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5/3/2010 - May 2010 SLI Educational Update - 2010 Legislative Report

AN EDUCATIONAL UPDATE FROM

THE SOUTHEAST LAW INSTITUTE™, INC.

 

To:                  SLI Supporters                                  

Date:               May 2010  

From:              A. Eric Johnston

Re:                  2010 Legislative Report

Gambling interests were insistent on passing a bingo bill.  Pro-life bills made no progress at all.   This Legislature acted as it had for the last three years.  In the 20 or so years I have been working with the Legislature, I have never seen such a perverse and misdirected group of elected officials.  If it had not been for a remnant of good ones there, we would have been sad indeed.

During these past four months, if you picked up virtually any newspaper in the state on virtually any day of the week, there would be an article about the bingo issue.  The issue is two pronged, viz., the legislative effort to legalize gambling and the Governor’s Task Force to close down gambling, including his dispute with the Attorney General about whether electronic bingo is legal and who should control enforcement of the law.  Because of this gambling dilemma, we predicted this year would be more significant than any other year on the gambling issue.  We found that to be true.  The reason was that if the Governor’s Task Force succeeds through the courts in restricting electronic bingo to the limited charity bingo that it should be, then without new laws, the gamblers would be out of business. 

The first bill proposed to create a monopoly for the existing gambling establishments with the payment of minimal fees and taxes.   That effort did not succeed.  The sponsors came back with a substitute bill which would have done virtually the same thing, though they were claiming gambling would be significantly limited.  The substitute provided a liberal definition of bingo, permitting every type of electronic game imaginable, and then allowing the Legislature, through a special session January 2011, to fill in all the blanks on who, where and when.   

Neither one of the bills succeeded.  This was in spite of an extremely costly media campaign to “let the people vote.”  This mantra was played over and over again, in the media, in advertising and on the Senate and House floors.  We realized that it made quite an impression and was successful in many ways.  However, if either bill had passed the Legislature, allowing the people to vote on it, if approved, it would have completely changed Alabama into a “gambling destination.”  If the proposal failed, we would still have the electronic gambling issues we now have.  That brings us to a second point.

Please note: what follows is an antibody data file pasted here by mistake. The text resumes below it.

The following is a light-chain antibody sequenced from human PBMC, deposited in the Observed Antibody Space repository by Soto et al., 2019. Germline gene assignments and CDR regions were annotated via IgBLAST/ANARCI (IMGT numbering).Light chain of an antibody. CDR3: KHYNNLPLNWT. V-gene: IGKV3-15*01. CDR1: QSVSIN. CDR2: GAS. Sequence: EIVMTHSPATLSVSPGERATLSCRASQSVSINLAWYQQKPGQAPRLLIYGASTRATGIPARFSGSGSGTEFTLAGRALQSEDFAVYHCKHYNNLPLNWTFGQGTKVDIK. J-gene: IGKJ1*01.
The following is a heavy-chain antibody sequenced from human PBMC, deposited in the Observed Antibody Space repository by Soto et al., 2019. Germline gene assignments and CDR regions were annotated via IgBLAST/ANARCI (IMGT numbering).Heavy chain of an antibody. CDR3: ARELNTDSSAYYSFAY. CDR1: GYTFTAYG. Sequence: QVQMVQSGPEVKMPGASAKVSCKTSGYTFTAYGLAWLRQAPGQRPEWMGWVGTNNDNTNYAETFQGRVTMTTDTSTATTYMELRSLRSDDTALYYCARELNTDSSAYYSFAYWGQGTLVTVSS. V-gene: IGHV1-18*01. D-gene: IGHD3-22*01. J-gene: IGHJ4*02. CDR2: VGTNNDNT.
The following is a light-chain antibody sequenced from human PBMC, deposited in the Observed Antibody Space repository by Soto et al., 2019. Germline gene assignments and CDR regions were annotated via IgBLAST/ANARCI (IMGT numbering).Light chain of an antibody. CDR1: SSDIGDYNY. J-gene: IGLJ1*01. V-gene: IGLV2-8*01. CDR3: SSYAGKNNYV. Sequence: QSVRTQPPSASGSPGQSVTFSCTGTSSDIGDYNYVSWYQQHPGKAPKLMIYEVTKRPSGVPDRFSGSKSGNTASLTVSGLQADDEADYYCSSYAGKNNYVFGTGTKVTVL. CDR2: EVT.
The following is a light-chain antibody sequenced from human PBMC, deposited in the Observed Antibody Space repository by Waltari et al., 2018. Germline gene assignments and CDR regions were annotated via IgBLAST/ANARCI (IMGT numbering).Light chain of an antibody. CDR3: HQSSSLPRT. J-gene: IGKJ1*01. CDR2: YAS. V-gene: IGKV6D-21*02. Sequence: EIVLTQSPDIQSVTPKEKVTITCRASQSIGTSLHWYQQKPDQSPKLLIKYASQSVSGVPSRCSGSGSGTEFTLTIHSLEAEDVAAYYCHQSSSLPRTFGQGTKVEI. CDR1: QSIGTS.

The Governor and the Attorney General continue to feud on who has control of gambling prosecution.  There may be a Supreme Court opinion sooner than later to answer this.  If it is the Attorney General, he will not prosecute and the gamblers will continue on their profitable way.  If it is the Governor, the Task Force will be aggressive in prosecuting and bringing to a conclusion all unlawful gambling. 

We reported earlier in the year there were a number of pro-life bills.  Only one of the bills made any progress.  There were at least six bills.  One of the most important was the Healthcare Rights of Conscience bill which has been attempted for a number of years. None of these bills ever came up in committee.  There was even one bill that was so simple and helpful that it is amazing it did not pass.  That bill was the Umbilical Cord Blood Use bill.  It would have required physicians to provide to pregnant women patients information about being able to donate or store their umbilical cord blood for stem cell use later.  The bill passed the House and was taken to the Senate Health Committee where it was killed, because it appeared to be about “life.” 

Finally, there was a bill that would have created an exception from state regulation of substance abuse rehabilitation programs operated by churches and other ministries.  The Department of Mental Health was in agreement with the legislation.  That bill made it all the way through the Senate and both House and Senate committees and on the last day showed up in the House for a vote.  The gambling lobby, which had seen pastors in the State House on almost a daily basis on the gambling, realized these programs were operated by some of those same pastors.  The gamblers took retribution and killed a very important protection for the church.

Now, the lesson from all of this is that the mid-term elections will be in November.  Every citizen has a duty and obligation to inform himself on where candidates stand and then cast his vote accordingly.  Please share these events with others so they will see the importance of electing Senators and Representatives who will truly protect the good of the people, rather than special interests.   

 

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